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The Spokesman-Review Newspaper
Spokane, Washington  Est. May 19, 1883

How to stretch your dollar at a Seattle Seahawks game

By Tan Vinh Seattle Times

SEATTLE – Seattle cemented its reputation as a sports city when the Seattle Metropolitans won the Stanley Cup in 1917. Now the Emerald City boasts a stacked roster of professional sports teams, plus a slew of top-notch minor league and college teams.

Over the years, these sporting events have become quite pricey. For today’s fans, how much does it cost to see Seattle teams compete?

We’re looking into that true “get-in” price for games around town, from ticket cost and transportation to the best eats and drinks at the stadium. The goal: figure out how much the frugal fan can expect to spend at a major sporting event in Seattle – at a minimum.

Last month, we checked out the food at a University of Washington football game. This month: a Seahawks game at Lumen Field.

The game: Seattle Seahawks vs. Los Angeles Rams (Rams 30-13)

The all-in price: The cheapest ticket available online was $132.94 after taxes and fees. Add the light rail ($5), cochinita fluffy tacos ($15) and a local craft beer ($10.99), and you’re looking at $163.93.

Tickets: As with any sporting event, ticket prices fluctuate throughout the season based on the opponent, team performance and more. At this early-season game, the Seahawks’ 2023 opening game, the cheapest ticket was in the farthest-away upper third level of Lumen Field for $132.94 ($112 plus $16.30 ticket service fee, $3 processing fee and $1.64 tax). For big games, like the Hawks’ Thanksgiving battle against their division rivals, the San Francisco 49ers, the cheapest ticket found at press time was well over $200. The Seahawks play the Arizona Cardinals on Sunday and the Cleveland Browns Oct. 29.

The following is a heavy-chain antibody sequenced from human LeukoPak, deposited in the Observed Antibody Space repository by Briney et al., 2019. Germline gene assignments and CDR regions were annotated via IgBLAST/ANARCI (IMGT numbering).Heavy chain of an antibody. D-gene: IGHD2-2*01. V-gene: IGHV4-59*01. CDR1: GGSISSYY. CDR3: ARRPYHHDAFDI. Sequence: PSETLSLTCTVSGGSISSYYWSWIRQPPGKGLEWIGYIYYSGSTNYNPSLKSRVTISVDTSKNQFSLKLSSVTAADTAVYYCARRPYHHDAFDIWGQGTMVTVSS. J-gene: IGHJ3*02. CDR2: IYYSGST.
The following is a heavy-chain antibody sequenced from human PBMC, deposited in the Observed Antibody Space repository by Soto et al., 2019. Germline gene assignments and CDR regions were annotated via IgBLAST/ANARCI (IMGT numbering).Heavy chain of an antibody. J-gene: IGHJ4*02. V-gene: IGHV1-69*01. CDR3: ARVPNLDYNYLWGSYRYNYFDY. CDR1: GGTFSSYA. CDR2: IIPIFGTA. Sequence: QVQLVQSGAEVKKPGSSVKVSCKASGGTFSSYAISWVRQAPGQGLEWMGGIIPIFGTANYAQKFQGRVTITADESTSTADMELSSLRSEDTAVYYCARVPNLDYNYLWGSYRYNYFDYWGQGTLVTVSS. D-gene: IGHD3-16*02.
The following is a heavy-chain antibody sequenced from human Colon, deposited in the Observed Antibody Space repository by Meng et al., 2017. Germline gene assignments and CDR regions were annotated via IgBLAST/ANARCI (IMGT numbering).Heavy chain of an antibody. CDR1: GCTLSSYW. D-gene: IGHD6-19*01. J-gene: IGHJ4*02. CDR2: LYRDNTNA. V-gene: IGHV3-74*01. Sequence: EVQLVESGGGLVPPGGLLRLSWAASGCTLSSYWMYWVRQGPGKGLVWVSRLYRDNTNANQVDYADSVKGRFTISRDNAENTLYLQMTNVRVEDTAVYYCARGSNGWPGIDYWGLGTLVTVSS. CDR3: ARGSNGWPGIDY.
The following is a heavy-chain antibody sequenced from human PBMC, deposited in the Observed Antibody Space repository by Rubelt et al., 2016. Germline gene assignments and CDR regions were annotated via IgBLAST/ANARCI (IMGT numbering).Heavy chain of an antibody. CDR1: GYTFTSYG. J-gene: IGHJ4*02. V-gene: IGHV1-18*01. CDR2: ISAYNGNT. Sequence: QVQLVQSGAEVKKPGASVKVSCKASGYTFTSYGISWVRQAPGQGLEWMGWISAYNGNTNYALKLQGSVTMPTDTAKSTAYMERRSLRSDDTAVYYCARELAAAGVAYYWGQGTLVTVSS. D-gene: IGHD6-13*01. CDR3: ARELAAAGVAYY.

Transportation: Parking near Lumen Field on game day will break the bank, with garage and lot prices soaring well above $50. Public transit is the economical option: $5 for round-trip fare from Mount Baker Station to the game on light rail. Many get off at the Stadium Station, but I found the International District/Chinatown Station more efficient – less foot traffic and a short wait at crosswalks.

Food: The Seahawks set up eight of Amazon’s “Just Walk Out” eateries or “checkout-free” concession stands this season. For die-hard fans who fear missing something when leaving their seats, these automated eateries are the best bet between quarters to get back to your seat quickly. Just scan a credit card or an Amazon One ID upon entering, grab your snacks and exit.

Arguably, the best dinner deal at Lumen Field remains the $41.99 Blitz Bucket from Smokehouse (which feeds four), with jojo wedges drizzled in queso blanco, and chicken strips, pulled pork, macaroni and cheese all topped with pickled jalapeños and green onions. The bad news: It’s available only at the pricey club level. But there are good deals for us plebeians if you know where to look.

Best food for $10 and less: The best pregame deals are at Touchdown City in the Lumen Field Event Center, the pre-funk haunt where Hempler’s all-beef hot dogs cost $5 each. After kickoff, though, Touchdown City and the food specials end.